Written by admin on Friday, November 30th, 2012
On Wednesday, President Barack Obama spoke to House Speaker John Boehner (R., Ohio) about the looming fiscal cliff and sequestration. Although tense and short, it was the first step to bi-partisan cooperation to settle the stormy financial waters that are a short 32 days away.
The “fiscal cliff” includes both the Bush-era tax cuts, that are currently scheduled to be rescinded in January as well as the Budget Control Act that would trigger $500 billion across-the-board defense spending cuts over the next decade unless an equivalent plan is put in place by Congress. The “cliff” will impact every American on both sides of the aisle but with the Budget Control Act or better known as sequestration; the U.S. military will suffer the greatest.
The Office of Management and Budget released a report last week that predicted the effects of the sequestration on the U.S. military if things did not change course. In the report, it was noted that although military personnel would be exempt from the cuts, there would be a 9.4 percent hit on all other programs across DOD. The $500 billion dollar cut would encompass ten years of cuts but the 2013 effects would come right away and effect military readiness, military health care and military retirees. In addition, DOD civilians would probably be given unpaid furloughs, hiring freezes would occur as well as programs affecting weapons maintenance, contracting, and financial management would be impacted.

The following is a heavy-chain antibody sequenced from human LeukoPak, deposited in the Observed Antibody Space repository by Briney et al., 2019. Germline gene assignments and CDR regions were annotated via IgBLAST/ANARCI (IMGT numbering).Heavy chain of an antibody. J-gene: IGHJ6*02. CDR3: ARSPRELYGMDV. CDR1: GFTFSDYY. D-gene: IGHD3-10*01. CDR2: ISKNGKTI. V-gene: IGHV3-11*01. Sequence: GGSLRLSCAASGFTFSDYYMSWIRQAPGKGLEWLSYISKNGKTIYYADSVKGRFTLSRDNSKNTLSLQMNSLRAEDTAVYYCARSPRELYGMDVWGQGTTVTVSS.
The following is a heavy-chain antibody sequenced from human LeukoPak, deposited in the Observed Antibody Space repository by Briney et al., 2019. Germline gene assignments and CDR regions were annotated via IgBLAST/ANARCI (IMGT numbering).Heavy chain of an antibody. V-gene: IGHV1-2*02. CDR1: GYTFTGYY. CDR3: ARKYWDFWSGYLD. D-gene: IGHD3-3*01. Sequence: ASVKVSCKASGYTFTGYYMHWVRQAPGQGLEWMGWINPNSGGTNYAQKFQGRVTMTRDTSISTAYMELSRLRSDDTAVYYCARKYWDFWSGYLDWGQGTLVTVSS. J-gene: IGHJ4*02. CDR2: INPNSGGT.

Sequestration would greatly impact our military’s ability to perform their job. As General Larry Spencer, Air Force Vice Chief of Staff stated, “sequestration would affect our ability to fulfill current wartime deployments, operational requirements and defense of the homeland, but it would also significantly impact our ability to prepare for future operations and make investments in modernization.”
Added by the Marine Corps Assistant Commandant, General Joseph Dunford Jr, “ One of my greatest concerns about sequestration…is that we will lose the trust and confidence of the all-volunteer force that we have worked so hard to build.”
The U.S. military has answered the call to deploy on a moment’s notice, to leave their families for fifteen months at a time, endured multiple deployments to Iraq and Afghanistan and have sacrificed in life and limb to serve the very country that stands at the brink of leaving them less capable and diminished in the tools that they need to perform their tasks. The partisan politics and home-state haggling must be set aside to come to a resolution, the time is now to stop using the military as leverage and agree upon a deficit-reduction plan that is not on the backs of the warfighters.
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